“I’m saved.” “I’ve got faith.” “I’m going to heaven.” “I’ve got a personal relationship with Jesus.” We hear Christians say these sorts of things all the time, or things like them. They’re well meaning sentiments. But these sentiments confess a quite disembodied and spiritualized Christianity. These confessions—that’s what they really are—speak of something more “out there,” more abstract than what we Lutherans wish to confess.
We confess with the Church of all ages the Apostle’s Creed. In it we confess all sorts of stuff about God, Father, Son, and Holy Spirit. With that Creed we confess, “I believe that God…has given me my body and soul, eyes, ears, and all my members, my reason and all my senses, and still takes care of them” (Small Catechism, The First Article). This is how God made us. We aren’t just souls trapped in the body. It’s not that the flesh is bad, and the spirit good. We are as God made us—soul and body. God has given each of us our bodies, and what God gives cannot be bad. Faith isn’t something that just draws our souls closer to God, and heaven won’t be a place of disembodied souls praising God either.
We are soul and body. And that’s exactly what Christ has redeemed. “I believe that Jesus Christ, true God, begotten of the Father from eternity, and also true man, born of the Virgin Mary, is my Lord, who has redeemed me, a lost and condemned person” (Small Catechism, The Second Article). We are redeemed both soul and body. What Christ took up, that He also redeemed. What He did not take up, that He did not redeem.
The Son of God became man to save us. He took up a human nature. He became man—body and soul. Jesus truly is Immanuel, that is, “God with us”—God with a human nature. “He Himself bore our sins in His body on the tree” (1 Pet. 2:24) “becoming a curse for us” (Gal. 3:13)—”the just for the unjust, that He might bring us to God” (1 Pet. 3:18). It’s not just our souls which sin, but we commit all sorts of sins with our bodies: disgusting sins, gross sins, big sins, unspeakable sins. All of them are done with our bodies.
Faith isn’t just some abstract reality of the soul, while our bodies are perishing. Faith isn’t an internal decision to follow Jesus. We, in our sins, are slaves, dead. Christ comes to us, the rotting corpses that we often are and He saves us.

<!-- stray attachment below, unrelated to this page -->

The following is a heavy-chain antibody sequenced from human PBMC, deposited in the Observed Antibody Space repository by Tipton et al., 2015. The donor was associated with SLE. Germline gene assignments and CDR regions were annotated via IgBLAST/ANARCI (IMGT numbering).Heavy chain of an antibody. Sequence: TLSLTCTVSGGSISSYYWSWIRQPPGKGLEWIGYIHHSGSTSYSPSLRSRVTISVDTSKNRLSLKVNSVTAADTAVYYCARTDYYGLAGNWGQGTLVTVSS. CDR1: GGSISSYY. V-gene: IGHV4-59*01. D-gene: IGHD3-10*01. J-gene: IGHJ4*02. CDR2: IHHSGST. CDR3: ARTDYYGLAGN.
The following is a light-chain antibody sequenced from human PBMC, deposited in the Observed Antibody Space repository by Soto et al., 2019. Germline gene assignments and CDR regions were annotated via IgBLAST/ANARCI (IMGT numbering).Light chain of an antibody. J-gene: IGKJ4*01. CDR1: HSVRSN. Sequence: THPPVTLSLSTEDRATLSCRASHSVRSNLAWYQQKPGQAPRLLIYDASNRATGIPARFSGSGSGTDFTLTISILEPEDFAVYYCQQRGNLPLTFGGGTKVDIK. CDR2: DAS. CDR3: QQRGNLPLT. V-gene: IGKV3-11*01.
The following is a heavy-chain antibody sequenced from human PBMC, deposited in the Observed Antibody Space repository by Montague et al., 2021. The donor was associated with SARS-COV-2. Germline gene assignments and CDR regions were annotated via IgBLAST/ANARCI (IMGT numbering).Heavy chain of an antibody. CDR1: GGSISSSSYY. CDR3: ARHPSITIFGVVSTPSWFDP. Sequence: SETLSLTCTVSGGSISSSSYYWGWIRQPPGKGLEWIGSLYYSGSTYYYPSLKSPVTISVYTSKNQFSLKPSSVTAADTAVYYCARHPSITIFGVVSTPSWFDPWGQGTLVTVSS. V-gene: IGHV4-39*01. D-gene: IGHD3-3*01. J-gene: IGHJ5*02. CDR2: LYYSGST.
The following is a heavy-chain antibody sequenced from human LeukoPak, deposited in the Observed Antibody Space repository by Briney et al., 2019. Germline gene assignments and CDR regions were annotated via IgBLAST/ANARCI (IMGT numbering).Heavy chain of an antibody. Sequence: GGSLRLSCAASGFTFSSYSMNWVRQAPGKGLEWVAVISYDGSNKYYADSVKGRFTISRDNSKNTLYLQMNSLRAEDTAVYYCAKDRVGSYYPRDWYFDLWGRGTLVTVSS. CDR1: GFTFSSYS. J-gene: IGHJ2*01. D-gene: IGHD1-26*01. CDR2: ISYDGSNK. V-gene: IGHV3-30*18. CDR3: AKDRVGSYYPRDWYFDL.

He splashes water on our foreheads: “not the removal of the filth of the flesh, but the answer of a good conscience toward God” (1 Pet. 3:21). Indeed “you were washed, you were sanctified, you were justified in the name of the Lord Jesus and by the Spirit of our God” (1 Cor. 6:11). Through such baptism, which is a washing of rebirth in the Holy Spirit, our bodies not just our souls are a temple of the Holy Spirit. Christ dwells in us. We are in Christ.
Jesus places His Word into our ears. But it’s not just any word. It’s His forgiving Word. Christ says of His pastors, “If you forgive anyone his sins, they are forgiven” (John 20:23). After all, “He who hears you, hears me” (Luke 10:16). From Your own mouth comes forth a word; Your shepherd speaks, but You are heard; Through him Your hand now stretches out, Forgiving sin, destroying doubt. (LSB 616:4)
Lutheran spirituality is seen. It’s felt. It’s heard. It’s tangible. Font, pulpit, a hand resting on a head and a voice speaking. But that’s not all. Lutheran spirituality says, “Open up your mouth and eat this, open up your mouth and drink this for the forgiveness of sin.” Why? “This is the true body of Christ given for you; this is the true blood of Christ shed for you.” This is the height of Lutheran spirituality. The body and blood of Jesus, of the Son, the God-man, Immanuel is placed into our mouths for the forgiveness of all our sins.
God made us body and soul. He redeems that in the sending of His Son. He saves us by packing us full of His Son, His redemption, His body and blood. It’s splashed on our foreheads, it resounds in our ears, and it’s placed and poured into our mouths. Thus, Christ dwells in us and we in Him, and He will raise us up on the Last Day, and this is why we also confess, “I believe that on the Last Day the Holy Spirit will raise me and all the dead and given eternal life to me and all believers in Christ” (Small Catechism, The Third Article).
We are redeemed body and soul. We are washed, absolved, fed not just soul, but body. That’s what Jesus redeems and sanctifies. That’s what will be raised on the Last Day. Jesus saves us. All of us.